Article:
I can see a lot of students enjoying and engaging in a beyond the lip service reading project based on these titles.

 

Can you think of others feisty female characters from great literature?

 

Antigone perhaps, Katherine from The Taming of the Shrew perhaps... others?

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Tyler Cowen: Be suspicious of stories | Video on TED.com

Tyler Cowen: Be suspicious of stories | Video on TED.com | Google Lit Trips: Reading About Reading | Scoop.it
TED Talks Like all of us, economist Tyler Cowen loves a good story. But in this intriguing talk from TEDxMidAtlantic, he asks us to step away from thinking of our lives -- and our messy, complicated irrational world -- in terms of a simple narrative.

 

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I could not agree more whole-heartedly with the thesis presented in this TEDTalk that there is danger in over-simplification. This over-simplified explanation of that concern is proof. 

 

Every example of the perils of over-simplification is over-simplified and the conclusions drawn are indeed dangerous.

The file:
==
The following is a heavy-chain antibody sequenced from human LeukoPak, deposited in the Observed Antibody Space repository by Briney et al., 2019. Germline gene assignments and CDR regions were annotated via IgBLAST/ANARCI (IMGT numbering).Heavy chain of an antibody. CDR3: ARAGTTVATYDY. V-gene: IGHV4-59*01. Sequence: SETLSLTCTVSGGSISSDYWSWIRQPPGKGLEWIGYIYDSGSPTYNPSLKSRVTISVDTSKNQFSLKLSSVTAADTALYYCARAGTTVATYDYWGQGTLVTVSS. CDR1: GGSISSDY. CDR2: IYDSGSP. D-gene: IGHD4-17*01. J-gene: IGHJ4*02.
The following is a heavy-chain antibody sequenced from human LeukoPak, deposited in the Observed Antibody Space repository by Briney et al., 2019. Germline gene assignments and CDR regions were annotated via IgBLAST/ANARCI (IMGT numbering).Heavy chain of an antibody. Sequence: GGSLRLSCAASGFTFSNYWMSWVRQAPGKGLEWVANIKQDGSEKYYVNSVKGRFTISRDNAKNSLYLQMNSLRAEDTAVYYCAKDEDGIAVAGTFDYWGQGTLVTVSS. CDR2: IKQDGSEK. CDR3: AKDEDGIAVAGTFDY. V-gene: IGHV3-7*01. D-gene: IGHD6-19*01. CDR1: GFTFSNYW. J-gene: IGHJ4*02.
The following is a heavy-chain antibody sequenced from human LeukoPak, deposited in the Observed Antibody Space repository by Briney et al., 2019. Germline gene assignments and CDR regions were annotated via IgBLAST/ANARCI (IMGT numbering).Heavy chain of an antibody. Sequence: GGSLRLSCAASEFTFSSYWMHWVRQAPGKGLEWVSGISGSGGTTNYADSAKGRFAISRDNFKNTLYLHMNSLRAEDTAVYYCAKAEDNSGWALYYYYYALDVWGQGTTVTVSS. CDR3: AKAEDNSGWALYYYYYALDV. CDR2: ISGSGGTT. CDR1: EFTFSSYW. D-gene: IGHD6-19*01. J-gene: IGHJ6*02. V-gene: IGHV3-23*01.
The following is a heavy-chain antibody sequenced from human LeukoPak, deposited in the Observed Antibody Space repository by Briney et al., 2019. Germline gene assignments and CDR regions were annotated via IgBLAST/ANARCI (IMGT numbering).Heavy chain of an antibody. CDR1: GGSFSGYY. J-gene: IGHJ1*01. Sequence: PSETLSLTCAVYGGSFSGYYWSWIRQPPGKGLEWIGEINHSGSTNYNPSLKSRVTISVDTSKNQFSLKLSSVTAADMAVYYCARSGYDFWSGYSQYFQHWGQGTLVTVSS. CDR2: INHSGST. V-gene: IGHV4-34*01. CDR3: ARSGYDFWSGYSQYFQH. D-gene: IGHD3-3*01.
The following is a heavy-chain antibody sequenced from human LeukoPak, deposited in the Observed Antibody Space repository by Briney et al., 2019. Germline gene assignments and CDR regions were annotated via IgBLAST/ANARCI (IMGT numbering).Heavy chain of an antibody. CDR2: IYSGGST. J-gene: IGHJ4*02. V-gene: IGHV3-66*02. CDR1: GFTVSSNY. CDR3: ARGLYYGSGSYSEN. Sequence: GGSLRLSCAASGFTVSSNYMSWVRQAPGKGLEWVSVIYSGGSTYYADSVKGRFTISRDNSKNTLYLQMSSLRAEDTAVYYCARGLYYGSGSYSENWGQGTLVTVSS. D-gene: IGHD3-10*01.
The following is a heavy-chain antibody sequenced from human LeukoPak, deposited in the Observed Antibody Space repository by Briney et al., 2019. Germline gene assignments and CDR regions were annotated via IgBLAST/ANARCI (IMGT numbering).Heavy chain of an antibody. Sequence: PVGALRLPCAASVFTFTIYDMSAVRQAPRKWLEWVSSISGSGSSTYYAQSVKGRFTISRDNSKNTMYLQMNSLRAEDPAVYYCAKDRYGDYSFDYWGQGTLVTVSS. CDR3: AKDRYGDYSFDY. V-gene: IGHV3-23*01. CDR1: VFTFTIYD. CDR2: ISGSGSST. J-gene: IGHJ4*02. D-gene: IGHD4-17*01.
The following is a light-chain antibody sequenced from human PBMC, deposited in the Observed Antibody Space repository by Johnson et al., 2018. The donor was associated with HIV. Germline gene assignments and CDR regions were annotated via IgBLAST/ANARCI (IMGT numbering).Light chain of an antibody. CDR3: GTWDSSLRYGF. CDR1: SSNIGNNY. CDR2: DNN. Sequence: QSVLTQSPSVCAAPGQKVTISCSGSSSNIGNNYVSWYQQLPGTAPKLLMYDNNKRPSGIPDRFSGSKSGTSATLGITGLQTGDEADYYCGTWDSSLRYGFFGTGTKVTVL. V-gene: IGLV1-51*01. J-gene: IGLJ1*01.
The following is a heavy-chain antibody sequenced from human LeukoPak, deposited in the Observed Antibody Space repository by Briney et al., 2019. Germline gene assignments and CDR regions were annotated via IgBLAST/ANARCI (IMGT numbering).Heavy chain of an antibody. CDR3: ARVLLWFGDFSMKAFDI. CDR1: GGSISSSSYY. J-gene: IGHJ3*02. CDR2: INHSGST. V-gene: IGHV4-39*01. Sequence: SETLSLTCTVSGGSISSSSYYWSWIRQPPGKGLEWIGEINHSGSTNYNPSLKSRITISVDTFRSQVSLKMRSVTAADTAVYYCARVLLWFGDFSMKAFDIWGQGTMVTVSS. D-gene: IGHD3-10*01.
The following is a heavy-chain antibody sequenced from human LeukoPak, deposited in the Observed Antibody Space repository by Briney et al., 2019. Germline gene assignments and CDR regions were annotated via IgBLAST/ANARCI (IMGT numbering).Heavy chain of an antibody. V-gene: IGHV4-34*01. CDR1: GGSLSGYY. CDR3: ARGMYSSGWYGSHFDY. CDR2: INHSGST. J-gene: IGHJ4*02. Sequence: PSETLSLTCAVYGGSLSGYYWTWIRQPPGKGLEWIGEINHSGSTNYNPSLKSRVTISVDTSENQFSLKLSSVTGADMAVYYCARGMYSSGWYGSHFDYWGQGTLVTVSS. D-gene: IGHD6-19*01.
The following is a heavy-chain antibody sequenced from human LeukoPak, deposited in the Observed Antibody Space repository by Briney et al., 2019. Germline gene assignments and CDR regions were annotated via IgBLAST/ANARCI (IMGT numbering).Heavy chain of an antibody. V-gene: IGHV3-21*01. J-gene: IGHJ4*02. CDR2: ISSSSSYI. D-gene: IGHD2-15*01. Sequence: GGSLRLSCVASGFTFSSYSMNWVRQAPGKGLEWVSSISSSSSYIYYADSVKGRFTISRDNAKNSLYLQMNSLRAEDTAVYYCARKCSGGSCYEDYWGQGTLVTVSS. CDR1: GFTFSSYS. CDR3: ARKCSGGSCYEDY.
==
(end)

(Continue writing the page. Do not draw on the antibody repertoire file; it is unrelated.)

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Changing our Minds

Changing our Minds | Google Lit Trips: Reading About Reading | Scoop.it
By imagining many possible worlds, argues novelist and psychologist Keith Oatley, fiction helps us understand ourselves and others.

 

 

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When I was a kid, on very rare occasions, my parents would lower their otherwise strict rules regarding "junk food" and we'd stop by a Baskin Robbins for an ice cream cone. The treat was rare and then intensified when I was actually encouraged to ask for "two scoops."

 

Today... two scoops of reading for the greater good please.

 

This article is 1 of 2 scoops today. Both related in their focus upon scientific support for the benefit of reading fiction for those of us who live in the "real world." Both make the case for those not aware that fiction frequently has a laser-like focus on truth that can perhaps be, in Stephen Colbert's words  "truthier" than our understandings of the real world tend to be.

 

 

 

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Against Walter Dean Myers and the dumbing down of literature: 'Those kids' can read Homer

Against Walter Dean Myers and the dumbing down of literature: 'Those kids' can read Homer | Google Lit Trips: Reading About Reading | Scoop.it